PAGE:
SEASIDE - What started out as a bomb scare that closed downtown Seaside on Broadway between Holladay Drive and Edgewood Street ended up being an anti-climactic accident.

At 11:40 a.m. Saturday, a van fire was reported on the Broadway Bridge near the Bridge Tender Tavern in Seaside.

Shortly after firefighters arrived, they began evacuating nearby buildings and businesses after observing what looked like a small pipe bomb.

According to Seaside Police Chief Bob Gross, firefighters were dispatched to the van and on arrival reported hearing a "whooshing" sound coming from the vehicle.

"Because of the smoke and sound, we suspected a bomb and called the OSP (Oregon State Police) bomb squad," said Gross.

With the time nearing 3:30 p.m., the OSP bomb squad arrived from Salem to investigate the vehicle and look for the suspected pipe bomb.

A member of the bomb squad, wearing a blast suit for safety, inspected the vehicle twice before an all-clear was issued.

"It appears to just be a battery that overheated and exploded," said Det. Karl Farber, of Pendleton, of the OSP bomb squad. "It was a righteous call to bring us in." Farber said any time there is fire and an explosion, it is better to call the bomb squad - just in case.

Seaside Fire Marshal Chris Dugan said some might think it was overkill to call in the OSP bomb squad, but he felt it was the right decision. He also extended his thanks to the owners of local businesses on Broadway for their cooperation in the evacuation of the potential blast area.

"It's a good thing it didn't go 'boom!'" said Gross. "We always like to err on the side of caution."

According to Dugan, downtown businesses and buildings within 1,000 feet of the reported fire were closed and evacuated . Those businesses and buildings included restaurants, stores and the north side of the Comfort Inn Hotel.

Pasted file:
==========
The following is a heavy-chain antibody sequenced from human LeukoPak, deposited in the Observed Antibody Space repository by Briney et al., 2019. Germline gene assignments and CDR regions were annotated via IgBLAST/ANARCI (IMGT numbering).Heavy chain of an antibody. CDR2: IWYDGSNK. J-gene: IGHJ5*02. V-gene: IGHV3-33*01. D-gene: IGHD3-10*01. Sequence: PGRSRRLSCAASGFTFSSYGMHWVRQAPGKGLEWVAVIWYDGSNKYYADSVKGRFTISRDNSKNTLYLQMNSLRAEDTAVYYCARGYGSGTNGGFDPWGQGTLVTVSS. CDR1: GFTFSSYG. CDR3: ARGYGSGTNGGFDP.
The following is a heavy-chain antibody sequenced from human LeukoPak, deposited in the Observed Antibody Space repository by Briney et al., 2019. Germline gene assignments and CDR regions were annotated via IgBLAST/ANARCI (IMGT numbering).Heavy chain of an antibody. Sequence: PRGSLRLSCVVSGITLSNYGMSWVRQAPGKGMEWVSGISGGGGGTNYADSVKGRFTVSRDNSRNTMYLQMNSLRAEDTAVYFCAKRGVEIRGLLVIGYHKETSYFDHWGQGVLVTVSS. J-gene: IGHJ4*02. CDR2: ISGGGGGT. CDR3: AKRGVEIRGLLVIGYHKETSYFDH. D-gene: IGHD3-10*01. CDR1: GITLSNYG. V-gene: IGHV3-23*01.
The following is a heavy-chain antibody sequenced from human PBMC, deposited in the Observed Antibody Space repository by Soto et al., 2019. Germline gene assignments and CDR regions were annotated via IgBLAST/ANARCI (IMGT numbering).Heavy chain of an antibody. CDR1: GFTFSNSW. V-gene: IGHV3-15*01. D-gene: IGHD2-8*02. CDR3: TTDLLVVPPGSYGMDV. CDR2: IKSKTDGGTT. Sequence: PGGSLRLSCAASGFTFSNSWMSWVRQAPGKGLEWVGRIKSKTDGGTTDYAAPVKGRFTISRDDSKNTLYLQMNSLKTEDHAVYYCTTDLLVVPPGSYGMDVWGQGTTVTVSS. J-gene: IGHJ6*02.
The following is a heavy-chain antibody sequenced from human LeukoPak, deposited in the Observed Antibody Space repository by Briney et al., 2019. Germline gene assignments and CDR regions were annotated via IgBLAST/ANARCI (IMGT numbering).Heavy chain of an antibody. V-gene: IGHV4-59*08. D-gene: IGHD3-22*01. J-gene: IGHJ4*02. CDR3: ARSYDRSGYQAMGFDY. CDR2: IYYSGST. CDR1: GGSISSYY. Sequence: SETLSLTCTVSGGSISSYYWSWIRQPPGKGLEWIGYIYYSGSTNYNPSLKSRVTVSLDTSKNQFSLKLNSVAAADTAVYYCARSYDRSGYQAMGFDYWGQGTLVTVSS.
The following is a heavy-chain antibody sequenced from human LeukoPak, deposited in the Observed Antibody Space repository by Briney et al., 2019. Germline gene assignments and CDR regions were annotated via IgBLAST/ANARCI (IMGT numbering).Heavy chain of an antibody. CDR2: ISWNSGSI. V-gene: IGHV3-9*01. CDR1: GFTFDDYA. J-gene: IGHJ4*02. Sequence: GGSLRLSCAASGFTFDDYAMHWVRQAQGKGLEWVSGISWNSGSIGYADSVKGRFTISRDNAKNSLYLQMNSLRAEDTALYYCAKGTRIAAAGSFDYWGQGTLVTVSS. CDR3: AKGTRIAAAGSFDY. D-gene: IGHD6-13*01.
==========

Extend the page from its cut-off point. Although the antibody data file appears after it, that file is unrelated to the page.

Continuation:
"The cooperation of the businesses was admirable," said Dugan. "Saturday afternoon, I know they rely on that business, and for them to do what they had to do with complete cooperation just shows the kind of people we have here."

Witnesses reported hearing various sounds, some saying it sounded like an M-80 exploding.

"I heard it," said Catherine Thatcher, a local business owner. "I thought it was a delivery truck dropping their gate or something."

Rescued from the smoking van was Morgan, a dog owned by Jason Shelver of Monroe, Wash.

Shelver and his family were in Seaside visiting family members from Alaska. The Shelvers were at the beach when they got a call that their van was smoking and by the time Shelver arrived, Seaside firefighters had the doors and windows of the vehicle open. Shelver asked after his dog and was told they had found Morgan on the floor.

Morgan appeared to be safe and sound after surviving the explosion inside the van, with one exception. The Shelvers said she was not responding to them when they spoke to her and they guessed she may have been rendered deaf by the incident.

"I thought she was dead," said Shelver. "We have a dog with nine lives. I guess she has one less now."

Seaside Fire Department had 26 people respond to the call Saturday, with 12 volunteer firefighters stationed throughout the evacuated area downtown. Gearhart Volunteer Fire Department stood by the Seaside station to take any calls that may have come in while the Seaside firefighters were maintaining safety in the downtown area.

There were no injuries to the public or to firefighters during the course of the day.

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